Merkel's 2050 EU carbon neutrality bid complicates Germany's climate policy – opinion
By supporting the call for climate neutrality in the EU by 2050, German Chancellor Angela Merkel has practically also tightened national climate goals, writes Daniel Wetzel in an opinion piece in Die Welt. “What she calls for at the EU level, she also has to deliver in her own country,” writes Wetzel. He says the German government has always set ambitious goals but failed to introduce the policy measures needed to reach them. This could happen again this time around as the affected ministries lack the will to find consensus in Merkel’s climate cabinet, which she has set up to agree on measures to reach existing 2030 climate goals, Wetzel adds. “The fact that the chancellor has raised the bar now in the midst of the process won’t make finding an agreement any easier.”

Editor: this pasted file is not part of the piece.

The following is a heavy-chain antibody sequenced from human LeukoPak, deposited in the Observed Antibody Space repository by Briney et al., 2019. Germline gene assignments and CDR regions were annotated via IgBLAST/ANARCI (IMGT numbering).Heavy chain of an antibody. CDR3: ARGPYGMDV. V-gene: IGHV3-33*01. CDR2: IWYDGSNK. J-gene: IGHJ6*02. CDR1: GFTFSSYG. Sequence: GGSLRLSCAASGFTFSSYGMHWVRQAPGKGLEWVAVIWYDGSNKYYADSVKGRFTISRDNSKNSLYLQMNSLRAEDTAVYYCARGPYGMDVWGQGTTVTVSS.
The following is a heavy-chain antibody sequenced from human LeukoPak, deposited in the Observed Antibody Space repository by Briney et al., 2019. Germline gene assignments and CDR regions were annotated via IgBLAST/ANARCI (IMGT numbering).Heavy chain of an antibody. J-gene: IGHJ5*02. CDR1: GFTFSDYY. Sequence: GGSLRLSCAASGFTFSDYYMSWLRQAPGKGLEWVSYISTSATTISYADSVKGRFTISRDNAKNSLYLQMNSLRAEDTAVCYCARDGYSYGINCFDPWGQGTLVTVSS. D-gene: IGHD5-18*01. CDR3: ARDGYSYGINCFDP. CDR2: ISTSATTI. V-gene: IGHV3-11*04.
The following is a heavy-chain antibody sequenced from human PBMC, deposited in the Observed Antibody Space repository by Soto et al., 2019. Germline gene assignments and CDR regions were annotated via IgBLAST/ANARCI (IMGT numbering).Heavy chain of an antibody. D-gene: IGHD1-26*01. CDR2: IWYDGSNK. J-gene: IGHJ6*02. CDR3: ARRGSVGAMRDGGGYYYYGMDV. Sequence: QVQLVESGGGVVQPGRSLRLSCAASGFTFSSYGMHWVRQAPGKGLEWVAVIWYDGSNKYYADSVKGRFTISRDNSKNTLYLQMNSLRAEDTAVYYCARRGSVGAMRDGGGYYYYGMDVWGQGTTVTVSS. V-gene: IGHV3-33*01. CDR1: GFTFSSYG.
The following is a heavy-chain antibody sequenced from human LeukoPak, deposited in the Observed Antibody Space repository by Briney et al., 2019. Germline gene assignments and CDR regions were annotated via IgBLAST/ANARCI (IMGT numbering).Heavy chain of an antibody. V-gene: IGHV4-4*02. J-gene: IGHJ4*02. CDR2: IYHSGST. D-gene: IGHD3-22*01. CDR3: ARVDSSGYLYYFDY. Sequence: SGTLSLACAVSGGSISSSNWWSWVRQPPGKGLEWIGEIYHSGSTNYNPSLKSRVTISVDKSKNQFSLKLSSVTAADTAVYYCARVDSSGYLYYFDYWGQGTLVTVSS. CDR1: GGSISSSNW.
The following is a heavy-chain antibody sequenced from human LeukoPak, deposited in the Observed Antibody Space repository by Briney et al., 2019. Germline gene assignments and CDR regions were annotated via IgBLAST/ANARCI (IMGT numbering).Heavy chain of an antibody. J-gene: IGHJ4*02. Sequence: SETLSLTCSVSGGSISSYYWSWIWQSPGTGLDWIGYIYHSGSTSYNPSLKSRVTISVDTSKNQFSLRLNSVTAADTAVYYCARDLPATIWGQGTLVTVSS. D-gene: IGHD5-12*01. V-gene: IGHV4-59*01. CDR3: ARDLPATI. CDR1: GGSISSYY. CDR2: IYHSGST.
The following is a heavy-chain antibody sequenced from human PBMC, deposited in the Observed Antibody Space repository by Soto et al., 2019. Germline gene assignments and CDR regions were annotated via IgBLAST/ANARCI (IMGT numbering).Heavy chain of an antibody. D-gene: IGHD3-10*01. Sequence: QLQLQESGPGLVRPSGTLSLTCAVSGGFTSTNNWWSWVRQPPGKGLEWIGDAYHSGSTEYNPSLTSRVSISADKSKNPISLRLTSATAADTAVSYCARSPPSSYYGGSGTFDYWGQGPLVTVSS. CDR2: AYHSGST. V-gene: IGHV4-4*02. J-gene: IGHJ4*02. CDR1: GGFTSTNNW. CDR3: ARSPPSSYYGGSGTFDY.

After having long resisted calls by a group of European neighbours, including France, to sign on to a pledge to reach net-zero emissions by mid-century, Germany is now on board. Germany’s current aim is to cut greenhouse gas emissions by "80 to 95 percent" by 2050. Merkel said in 2017, however, that Germany must define an exact target during the current legislative period. The difference between an 80 percent and a 95 percent scenario is significant. In a 2018 study, the German industry and trade group BDI said that targeting the upper end is only realistic if other industrialised countries make comparable efforts. It was only in May of this year that Merkel signalled a turnabout. At the Petersberg Climate Dialogue she said her recently formed “climate cabinet” would debate how Germany could reach climate neutrality by mid-century. Should her ministers find a “sound” way to achieve net-zero greenhouse gas emissions by 2050, Germany would be in a position to officially support the pledge, Merkel said.